Part of the T.S. Eliot poem, “The Hollow Man,” was used as an aesthetic point of departure for Falls The Shadow, which Daniil views as an emotional journey. “It’s a journey of these four individuals on stage, and the goal of the performance was to create a piece of art which stands on its own and is bigger than the sum of its parts,” he says, adding that the artists wanted their work to move the audience in a way that nothing else had before. “A lot of the performance had a ceremonial feel just because of the nature of it.”

Daniil says that entering the Guggenheim itself is almost like going into a church because of the feeling it inspires within him, and that sentiment also influenced the production. The audience came in and the mood was already set by ambient music playing before the performances started. “In general, something was already happening even though nothing was [yet] happening, dancing wise,” he says. “This was the gist of the whole thing.”

Each of the four performances of Falls the Shadow varied since the dancers’ movements, and hence the way the projections reacted to them, were slightly different. Further, audience members perceived the show differently depending upon which floor (from the second to the fifth) that they were watching the performance from. Watching it from high above offered a wider vantage point than if one witnessed it from the second floor.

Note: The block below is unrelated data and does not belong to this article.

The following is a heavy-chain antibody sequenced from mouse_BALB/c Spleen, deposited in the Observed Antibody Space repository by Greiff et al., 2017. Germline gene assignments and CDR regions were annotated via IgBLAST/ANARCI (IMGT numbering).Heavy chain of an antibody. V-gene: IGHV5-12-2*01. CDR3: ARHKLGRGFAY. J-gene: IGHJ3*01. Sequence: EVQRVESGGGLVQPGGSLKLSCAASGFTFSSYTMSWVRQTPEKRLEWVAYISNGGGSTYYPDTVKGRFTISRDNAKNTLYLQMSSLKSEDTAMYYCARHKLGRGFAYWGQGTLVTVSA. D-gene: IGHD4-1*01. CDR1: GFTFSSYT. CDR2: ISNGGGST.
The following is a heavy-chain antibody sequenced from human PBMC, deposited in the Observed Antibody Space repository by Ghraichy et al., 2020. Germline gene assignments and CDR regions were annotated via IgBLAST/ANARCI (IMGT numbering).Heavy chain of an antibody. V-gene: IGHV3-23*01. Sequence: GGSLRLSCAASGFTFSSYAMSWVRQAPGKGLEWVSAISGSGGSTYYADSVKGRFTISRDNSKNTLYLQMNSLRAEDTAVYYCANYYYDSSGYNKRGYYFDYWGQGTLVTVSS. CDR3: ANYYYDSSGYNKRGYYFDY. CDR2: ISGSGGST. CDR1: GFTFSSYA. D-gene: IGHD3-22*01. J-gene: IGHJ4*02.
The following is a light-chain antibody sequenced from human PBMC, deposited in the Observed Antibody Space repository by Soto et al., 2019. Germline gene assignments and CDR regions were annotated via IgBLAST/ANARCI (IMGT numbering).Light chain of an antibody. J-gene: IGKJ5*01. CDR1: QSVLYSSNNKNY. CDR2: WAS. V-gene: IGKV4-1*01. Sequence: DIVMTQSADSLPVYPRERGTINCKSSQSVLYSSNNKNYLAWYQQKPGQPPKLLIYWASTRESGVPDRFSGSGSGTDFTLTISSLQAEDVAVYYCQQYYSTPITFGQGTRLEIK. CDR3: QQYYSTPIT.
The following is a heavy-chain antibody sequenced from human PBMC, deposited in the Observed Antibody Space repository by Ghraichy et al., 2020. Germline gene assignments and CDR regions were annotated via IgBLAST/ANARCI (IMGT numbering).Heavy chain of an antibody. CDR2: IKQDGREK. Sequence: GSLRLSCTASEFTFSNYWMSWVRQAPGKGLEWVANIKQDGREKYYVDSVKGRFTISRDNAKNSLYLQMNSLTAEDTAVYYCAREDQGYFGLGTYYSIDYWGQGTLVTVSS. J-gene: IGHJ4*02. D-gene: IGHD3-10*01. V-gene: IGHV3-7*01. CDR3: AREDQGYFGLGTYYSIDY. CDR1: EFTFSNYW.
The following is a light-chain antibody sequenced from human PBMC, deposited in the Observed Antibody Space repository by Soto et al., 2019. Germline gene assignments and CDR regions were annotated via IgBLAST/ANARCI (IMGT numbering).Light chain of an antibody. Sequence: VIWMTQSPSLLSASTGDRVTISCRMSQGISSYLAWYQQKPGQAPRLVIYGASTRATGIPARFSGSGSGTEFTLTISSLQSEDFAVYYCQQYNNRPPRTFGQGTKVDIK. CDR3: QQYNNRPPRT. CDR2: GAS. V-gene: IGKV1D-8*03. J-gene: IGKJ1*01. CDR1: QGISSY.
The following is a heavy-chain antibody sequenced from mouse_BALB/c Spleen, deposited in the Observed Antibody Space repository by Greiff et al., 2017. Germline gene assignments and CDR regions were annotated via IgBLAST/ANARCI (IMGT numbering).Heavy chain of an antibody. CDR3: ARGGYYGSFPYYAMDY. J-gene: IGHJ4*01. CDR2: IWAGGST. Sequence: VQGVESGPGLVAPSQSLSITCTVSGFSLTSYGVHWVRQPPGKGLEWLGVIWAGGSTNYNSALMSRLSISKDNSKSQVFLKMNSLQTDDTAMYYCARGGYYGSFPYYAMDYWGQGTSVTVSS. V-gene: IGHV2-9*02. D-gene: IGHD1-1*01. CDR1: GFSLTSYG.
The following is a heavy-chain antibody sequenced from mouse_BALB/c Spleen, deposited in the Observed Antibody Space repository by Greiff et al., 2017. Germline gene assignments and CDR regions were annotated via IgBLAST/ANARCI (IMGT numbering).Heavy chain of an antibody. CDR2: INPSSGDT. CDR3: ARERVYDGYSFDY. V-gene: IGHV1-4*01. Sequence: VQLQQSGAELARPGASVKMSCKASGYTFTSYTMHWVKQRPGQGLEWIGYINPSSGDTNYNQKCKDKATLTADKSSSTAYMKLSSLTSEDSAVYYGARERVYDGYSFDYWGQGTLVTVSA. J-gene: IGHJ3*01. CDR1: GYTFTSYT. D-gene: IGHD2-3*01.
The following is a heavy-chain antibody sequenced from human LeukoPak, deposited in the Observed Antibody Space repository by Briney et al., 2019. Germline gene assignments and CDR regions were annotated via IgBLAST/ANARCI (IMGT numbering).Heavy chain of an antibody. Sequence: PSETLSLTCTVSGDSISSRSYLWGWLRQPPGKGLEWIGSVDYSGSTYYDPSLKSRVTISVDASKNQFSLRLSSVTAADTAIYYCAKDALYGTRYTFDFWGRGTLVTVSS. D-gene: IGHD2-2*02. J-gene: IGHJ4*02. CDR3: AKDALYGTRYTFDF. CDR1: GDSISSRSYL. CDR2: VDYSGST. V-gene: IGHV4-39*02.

Through the dance between performers and the “particles” projected on the floor, the artists sought to create something with meaning but without an overt story. “Each particular particle [can be] seen as a bit more frantic and more chaotic,” notes Daniil. “It’s less structured, and each person can decide what it means for them. You could say that we are four people in the cosmos or in this maelstrom or whatever. It’s for each audience member to decide for themselves. Because it’s happening in real time, it’s fascinating to see what is possible these days and how we can create something integral with integrity in itself as a piece of art.”

The dancers performed separately as well as together

‡‡         Not Just Immersive — Disorienting

For the dancers, the projections created a sense of motion that threw them off-kilter, as it looked like the floor was moving underneath them. Daniil notes that it was very disorienting and required more balancing for turning. “You have to focus on a point which is not projected on, like somewhere on the side, in order not to get dizzy or lose your balance,” he explains. “The closer you are to the projector, the more disorienting it is.”

His father, projection designer Dmitrij Simkin, tells PLSN that that this was not his first time working with interactive projection design. He previously applied the technology to a few short dance pieces and partially in larger-scale projects. He makes the distinction that with interactive design, one does not design video clips but mostly programs the data flow. “Cameras capture the dancer movements, deliver this data to the system, and at the end of a long chain of computer algorithms, we output some real-time images,” explains Dmitrij.